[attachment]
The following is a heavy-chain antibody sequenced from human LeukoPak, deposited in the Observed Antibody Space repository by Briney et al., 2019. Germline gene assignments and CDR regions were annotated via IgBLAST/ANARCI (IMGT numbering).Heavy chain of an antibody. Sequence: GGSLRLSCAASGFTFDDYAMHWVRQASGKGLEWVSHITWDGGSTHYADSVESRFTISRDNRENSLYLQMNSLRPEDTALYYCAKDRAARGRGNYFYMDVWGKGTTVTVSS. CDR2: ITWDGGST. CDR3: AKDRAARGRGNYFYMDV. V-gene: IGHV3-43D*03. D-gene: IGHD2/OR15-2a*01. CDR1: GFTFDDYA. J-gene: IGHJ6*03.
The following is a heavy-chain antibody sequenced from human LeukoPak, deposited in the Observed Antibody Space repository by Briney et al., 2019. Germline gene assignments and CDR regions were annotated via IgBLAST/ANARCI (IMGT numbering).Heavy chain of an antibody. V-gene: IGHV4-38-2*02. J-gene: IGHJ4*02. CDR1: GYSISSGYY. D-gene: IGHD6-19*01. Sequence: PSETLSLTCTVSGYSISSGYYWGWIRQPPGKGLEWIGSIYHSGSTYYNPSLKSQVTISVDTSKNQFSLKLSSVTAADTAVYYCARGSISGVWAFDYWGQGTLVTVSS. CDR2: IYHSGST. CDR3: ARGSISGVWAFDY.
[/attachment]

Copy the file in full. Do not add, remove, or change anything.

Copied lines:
The following is a heavy-chain antibody sequenced from human LeukoPak, deposited in the Observed Antibody Space repository by Briney et al., 2019. Germline gene assignments and CDR regions were annotated via IgBLAST/ANARCI (IMGT numbering).Heavy chain of an antibody. Sequence: GGSLRLSCAASGFTFDDYAMHWVRQASGKGLEWVSHITWDGGSTHYADSVESRFTISRDNRENSLYLQMNSLRPEDTALYYCAKDRAARGRGNYFYMDVWGKGTTVTVSS. CDR2: ITWDGGST. CDR3: AKDRAARGRGNYFYMDV. V-gene: IGHV3-43D*03. D-gene: IGHD2/OR15-2a*01. CDR1: GFTFDDYA. J-gene: IGHJ6*03.
The following is a heavy-chain antibody sequenced from human LeukoPak, deposited in the Observed Antibody Space repository by Briney et al., 2019. Germline gene assignments and CDR regions were annotated via IgBLAST/ANARCI (IMGT numbering).Heavy chain of an antibody. V-gene: IGHV4-38-2*02. J-gene: IGHJ4*02. CDR1: GYSISSGYY. D-gene: IGHD6-19*01. Sequence: PSETLSLTCTVSGYSISSGYYWGWIRQPPGKGLEWIGSIYHSGSTYYNPSLKSQVTISVDTSKNQFSLKLSSVTAADTAVYYCARGSISGVWAFDYWGQGTLVTVSS. CDR2: IYHSGST. CDR3: ARGSISGVWAFDY.